Skip to main content
Biology LibreTexts

23.1: Case Study: How Our Bodies Change Throughout Life

  • Page ID
  • Case Study: Lead Danger

    Instead of using a phone to make a call, this infant is using it for a purpose more suited to his current stage of life — to relieve the pain of teething. While this may look cute, the tendency that infants and young children have of putting objects in their mouths makes them particularly vulnerable to being exposed to toxic substances in their environment that can seriously — and sometimes permanently — damage their health.

    Screen Shot 2019-03-23 at 9.44.57 PM.png
    Figure \(\PageIndex{1}\): Image used with permission (CC BY-NC 3.0; cplbasilisk).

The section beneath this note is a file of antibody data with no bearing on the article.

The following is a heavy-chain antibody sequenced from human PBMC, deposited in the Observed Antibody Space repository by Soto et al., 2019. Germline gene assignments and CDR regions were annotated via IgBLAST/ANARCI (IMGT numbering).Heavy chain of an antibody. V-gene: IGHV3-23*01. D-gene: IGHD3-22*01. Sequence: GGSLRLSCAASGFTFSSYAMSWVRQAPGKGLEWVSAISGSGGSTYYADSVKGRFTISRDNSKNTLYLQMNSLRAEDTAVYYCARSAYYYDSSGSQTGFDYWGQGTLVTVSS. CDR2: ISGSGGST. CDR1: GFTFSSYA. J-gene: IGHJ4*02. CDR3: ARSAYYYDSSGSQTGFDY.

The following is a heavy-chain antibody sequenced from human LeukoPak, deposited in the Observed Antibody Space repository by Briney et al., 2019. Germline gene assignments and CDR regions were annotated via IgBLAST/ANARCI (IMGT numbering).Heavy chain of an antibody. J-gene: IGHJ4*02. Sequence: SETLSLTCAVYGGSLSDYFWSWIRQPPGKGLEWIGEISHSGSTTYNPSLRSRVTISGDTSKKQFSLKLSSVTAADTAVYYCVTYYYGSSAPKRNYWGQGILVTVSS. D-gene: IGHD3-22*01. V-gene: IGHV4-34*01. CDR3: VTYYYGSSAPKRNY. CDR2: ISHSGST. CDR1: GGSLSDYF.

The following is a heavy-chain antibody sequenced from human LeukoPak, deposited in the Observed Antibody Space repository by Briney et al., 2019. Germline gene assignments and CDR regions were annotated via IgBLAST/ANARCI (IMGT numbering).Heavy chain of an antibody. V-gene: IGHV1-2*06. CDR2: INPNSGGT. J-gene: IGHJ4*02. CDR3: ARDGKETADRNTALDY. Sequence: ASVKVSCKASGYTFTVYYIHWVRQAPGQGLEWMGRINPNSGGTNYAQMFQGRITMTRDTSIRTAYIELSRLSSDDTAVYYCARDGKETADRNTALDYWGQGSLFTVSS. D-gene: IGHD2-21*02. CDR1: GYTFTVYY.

One such toxic substance is lead. Lead is a metal that can be found throughout the environment — including inside homes — and is toxic to humans. According to the Centers for Disease Control and Prevention (CDC), there are about a half a million children in the U.S. between the ages of one and five who have blood lead levels above 5 micrograms per deciliter (µg/dL), the level at which steps should be taken to reduce lead exposure. There is no known safe blood level of lead in children.

    This is why Paul, the father of a toddler named Lucas, brings Lucas to his pediatrician, Dr. Morrison, to test his blood for lead. Eighteen-month-old Lucas seems to be healthy, but the detrimental effects of lead exposure are often not apparent until later in life, so many medical professionals routinely screen children for lead toxicity between the ages of one and two.